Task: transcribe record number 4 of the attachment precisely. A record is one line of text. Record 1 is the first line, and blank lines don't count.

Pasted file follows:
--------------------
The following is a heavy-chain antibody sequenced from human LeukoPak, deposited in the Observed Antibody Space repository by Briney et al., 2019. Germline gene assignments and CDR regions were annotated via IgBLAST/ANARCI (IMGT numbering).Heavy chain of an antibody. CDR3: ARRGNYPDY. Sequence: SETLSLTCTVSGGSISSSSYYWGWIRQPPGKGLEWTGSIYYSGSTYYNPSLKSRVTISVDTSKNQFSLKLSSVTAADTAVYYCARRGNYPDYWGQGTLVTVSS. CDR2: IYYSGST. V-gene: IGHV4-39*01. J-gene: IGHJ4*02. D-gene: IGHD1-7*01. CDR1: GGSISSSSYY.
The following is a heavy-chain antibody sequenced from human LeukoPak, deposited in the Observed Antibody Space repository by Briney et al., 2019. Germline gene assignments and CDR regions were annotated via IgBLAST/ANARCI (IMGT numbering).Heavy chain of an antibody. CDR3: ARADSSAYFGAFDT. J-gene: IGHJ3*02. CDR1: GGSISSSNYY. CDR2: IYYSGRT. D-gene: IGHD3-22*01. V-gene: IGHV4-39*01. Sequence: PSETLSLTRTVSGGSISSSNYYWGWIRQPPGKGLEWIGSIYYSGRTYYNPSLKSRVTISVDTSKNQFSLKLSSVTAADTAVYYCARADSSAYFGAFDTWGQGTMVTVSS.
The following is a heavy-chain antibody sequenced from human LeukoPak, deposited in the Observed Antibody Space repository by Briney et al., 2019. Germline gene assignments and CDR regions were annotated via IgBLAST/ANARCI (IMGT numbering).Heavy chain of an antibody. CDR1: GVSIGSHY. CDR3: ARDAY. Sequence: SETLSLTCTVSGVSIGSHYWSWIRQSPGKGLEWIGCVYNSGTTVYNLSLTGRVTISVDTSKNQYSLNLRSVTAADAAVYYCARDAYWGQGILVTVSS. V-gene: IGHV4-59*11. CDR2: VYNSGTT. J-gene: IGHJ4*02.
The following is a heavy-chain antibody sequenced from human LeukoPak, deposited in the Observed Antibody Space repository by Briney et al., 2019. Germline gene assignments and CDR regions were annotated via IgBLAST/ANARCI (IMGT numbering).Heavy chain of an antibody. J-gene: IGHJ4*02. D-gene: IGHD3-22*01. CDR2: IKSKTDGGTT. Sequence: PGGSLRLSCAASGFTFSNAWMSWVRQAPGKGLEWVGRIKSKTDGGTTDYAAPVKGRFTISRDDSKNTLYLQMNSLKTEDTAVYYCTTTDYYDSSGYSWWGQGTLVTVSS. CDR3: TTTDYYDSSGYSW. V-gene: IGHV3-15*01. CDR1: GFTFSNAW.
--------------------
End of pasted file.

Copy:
The following is a heavy-chain antibody sequenced from human LeukoPak, deposited in the Observed Antibody Space repository by Briney et al., 2019. Germline gene assignments and CDR regions were annotated via IgBLAST/ANARCI (IMGT numbering).Heavy chain of an antibody. J-gene: IGHJ4*02. D-gene: IGHD3-22*01. CDR2: IKSKTDGGTT. Sequence: PGGSLRLSCAASGFTFSNAWMSWVRQAPGKGLEWVGRIKSKTDGGTTDYAAPVKGRFTISRDDSKNTLYLQMNSLKTEDTAVYYCTTTDYYDSSGYSWWGQGTLVTVSS. CDR3: TTTDYYDSSGYSW. V-gene: IGHV3-15*01. CDR1: GFTFSNAW.